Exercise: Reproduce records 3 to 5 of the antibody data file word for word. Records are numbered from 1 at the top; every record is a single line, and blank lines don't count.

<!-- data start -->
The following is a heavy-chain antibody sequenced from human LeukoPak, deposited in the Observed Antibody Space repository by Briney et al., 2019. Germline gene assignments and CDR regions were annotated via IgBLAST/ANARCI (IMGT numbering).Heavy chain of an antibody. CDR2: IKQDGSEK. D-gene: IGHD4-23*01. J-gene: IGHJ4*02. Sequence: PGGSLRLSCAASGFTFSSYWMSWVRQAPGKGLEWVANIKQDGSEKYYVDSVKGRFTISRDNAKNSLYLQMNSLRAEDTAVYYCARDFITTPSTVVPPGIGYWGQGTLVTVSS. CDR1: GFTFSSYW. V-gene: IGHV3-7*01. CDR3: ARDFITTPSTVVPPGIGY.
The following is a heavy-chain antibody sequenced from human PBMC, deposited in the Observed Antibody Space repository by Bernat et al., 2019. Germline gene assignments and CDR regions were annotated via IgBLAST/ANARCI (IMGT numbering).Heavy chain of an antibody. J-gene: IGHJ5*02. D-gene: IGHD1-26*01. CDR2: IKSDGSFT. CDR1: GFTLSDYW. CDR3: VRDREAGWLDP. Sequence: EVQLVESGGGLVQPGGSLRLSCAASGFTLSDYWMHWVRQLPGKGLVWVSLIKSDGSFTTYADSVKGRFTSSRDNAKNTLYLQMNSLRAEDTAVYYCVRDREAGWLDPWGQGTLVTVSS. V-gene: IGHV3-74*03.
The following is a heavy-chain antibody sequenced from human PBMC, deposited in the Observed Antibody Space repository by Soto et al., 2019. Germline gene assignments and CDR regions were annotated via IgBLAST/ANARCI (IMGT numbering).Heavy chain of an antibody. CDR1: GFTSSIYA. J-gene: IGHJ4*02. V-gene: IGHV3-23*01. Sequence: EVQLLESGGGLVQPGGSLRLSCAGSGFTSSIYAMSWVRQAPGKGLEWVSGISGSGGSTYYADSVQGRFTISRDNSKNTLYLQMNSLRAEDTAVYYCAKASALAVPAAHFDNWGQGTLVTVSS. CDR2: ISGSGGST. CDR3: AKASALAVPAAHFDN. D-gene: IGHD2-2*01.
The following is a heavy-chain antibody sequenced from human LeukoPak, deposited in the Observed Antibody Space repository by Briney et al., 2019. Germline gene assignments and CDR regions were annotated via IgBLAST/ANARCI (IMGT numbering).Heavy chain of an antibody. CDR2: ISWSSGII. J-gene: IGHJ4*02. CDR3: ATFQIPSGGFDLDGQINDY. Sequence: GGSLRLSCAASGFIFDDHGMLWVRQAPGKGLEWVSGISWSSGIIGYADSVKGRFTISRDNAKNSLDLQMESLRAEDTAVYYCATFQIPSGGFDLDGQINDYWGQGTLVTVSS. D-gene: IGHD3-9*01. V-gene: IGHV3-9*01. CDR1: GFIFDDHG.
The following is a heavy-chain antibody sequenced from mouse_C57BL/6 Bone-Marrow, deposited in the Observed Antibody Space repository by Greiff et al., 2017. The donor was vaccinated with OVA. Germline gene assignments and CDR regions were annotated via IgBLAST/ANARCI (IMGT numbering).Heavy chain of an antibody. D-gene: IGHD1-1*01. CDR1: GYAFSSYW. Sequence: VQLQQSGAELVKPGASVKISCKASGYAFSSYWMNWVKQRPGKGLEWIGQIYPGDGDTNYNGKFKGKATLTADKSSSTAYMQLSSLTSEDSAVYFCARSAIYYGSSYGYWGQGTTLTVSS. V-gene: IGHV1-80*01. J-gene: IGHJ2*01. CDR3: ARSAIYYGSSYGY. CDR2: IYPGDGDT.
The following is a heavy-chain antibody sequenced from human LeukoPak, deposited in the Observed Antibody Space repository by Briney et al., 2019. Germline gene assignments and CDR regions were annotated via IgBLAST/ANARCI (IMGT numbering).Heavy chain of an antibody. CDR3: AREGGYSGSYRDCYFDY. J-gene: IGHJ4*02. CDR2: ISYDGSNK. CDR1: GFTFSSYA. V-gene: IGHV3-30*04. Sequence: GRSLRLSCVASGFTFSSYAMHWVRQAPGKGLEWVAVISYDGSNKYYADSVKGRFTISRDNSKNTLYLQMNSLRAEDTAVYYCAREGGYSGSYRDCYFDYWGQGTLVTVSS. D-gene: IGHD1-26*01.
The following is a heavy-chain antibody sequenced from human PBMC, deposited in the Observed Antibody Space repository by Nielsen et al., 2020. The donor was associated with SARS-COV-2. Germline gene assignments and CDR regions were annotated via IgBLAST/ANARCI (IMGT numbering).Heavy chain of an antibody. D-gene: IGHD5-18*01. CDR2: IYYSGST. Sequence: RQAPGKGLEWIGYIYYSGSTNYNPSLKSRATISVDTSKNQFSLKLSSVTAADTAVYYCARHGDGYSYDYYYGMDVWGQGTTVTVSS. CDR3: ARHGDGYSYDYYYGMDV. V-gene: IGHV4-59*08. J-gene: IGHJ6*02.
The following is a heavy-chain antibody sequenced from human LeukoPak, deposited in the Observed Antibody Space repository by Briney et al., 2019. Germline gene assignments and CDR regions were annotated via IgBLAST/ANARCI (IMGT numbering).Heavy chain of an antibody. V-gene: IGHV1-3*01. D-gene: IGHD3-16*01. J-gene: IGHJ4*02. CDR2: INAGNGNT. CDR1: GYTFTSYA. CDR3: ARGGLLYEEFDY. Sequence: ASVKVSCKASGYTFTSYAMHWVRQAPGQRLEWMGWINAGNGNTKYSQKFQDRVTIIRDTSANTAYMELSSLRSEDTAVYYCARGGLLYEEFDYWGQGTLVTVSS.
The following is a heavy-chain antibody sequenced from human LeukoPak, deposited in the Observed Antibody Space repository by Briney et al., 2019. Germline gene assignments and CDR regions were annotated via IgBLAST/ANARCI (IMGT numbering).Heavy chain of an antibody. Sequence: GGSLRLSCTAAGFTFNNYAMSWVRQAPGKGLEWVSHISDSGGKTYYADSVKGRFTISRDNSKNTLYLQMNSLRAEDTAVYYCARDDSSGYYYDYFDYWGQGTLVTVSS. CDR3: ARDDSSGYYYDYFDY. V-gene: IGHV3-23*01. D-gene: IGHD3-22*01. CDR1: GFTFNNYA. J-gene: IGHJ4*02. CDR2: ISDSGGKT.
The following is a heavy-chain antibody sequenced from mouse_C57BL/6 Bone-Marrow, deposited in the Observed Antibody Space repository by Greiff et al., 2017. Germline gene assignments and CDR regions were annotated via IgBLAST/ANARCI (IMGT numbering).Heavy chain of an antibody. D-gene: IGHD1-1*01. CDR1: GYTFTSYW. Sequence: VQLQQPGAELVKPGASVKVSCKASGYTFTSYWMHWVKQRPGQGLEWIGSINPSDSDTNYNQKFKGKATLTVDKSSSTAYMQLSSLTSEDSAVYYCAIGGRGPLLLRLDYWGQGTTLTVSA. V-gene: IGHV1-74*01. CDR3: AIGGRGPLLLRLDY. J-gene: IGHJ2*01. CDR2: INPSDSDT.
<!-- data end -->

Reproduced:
The following is a heavy-chain antibody sequenced from human PBMC, deposited in the Observed Antibody Space repository by Soto et al., 2019. Germline gene assignments and CDR regions were annotated via IgBLAST/ANARCI (IMGT numbering).Heavy chain of an antibody. CDR1: GFTSSIYA. J-gene: IGHJ4*02. V-gene: IGHV3-23*01. Sequence: EVQLLESGGGLVQPGGSLRLSCAGSGFTSSIYAMSWVRQAPGKGLEWVSGISGSGGSTYYADSVQGRFTISRDNSKNTLYLQMNSLRAEDTAVYYCAKASALAVPAAHFDNWGQGTLVTVSS. CDR2: ISGSGGST. CDR3: AKASALAVPAAHFDN. D-gene: IGHD2-2*01.
The following is a heavy-chain antibody sequenced from human LeukoPak, deposited in the Observed Antibody Space repository by Briney et al., 2019. Germline gene assignments and CDR regions were annotated via IgBLAST/ANARCI (IMGT numbering).Heavy chain of an antibody. CDR2: ISWSSGII. J-gene: IGHJ4*02. CDR3: ATFQIPSGGFDLDGQINDY. Sequence: GGSLRLSCAASGFIFDDHGMLWVRQAPGKGLEWVSGISWSSGIIGYADSVKGRFTISRDNAKNSLDLQMESLRAEDTAVYYCATFQIPSGGFDLDGQINDYWGQGTLVTVSS. D-gene: IGHD3-9*01. V-gene: IGHV3-9*01. CDR1: GFIFDDHG.
The following is a heavy-chain antibody sequenced from mouse_C57BL/6 Bone-Marrow, deposited in the Observed Antibody Space repository by Greiff et al., 2017. The donor was vaccinated with OVA. Germline gene assignments and CDR regions were annotated via IgBLAST/ANARCI (IMGT numbering).Heavy chain of an antibody. D-gene: IGHD1-1*01. CDR1: GYAFSSYW. Sequence: VQLQQSGAELVKPGASVKISCKASGYAFSSYWMNWVKQRPGKGLEWIGQIYPGDGDTNYNGKFKGKATLTADKSSSTAYMQLSSLTSEDSAVYFCARSAIYYGSSYGYWGQGTTLTVSS. V-gene: IGHV1-80*01. J-gene: IGHJ2*01. CDR3: ARSAIYYGSSYGY. CDR2: IYPGDGDT.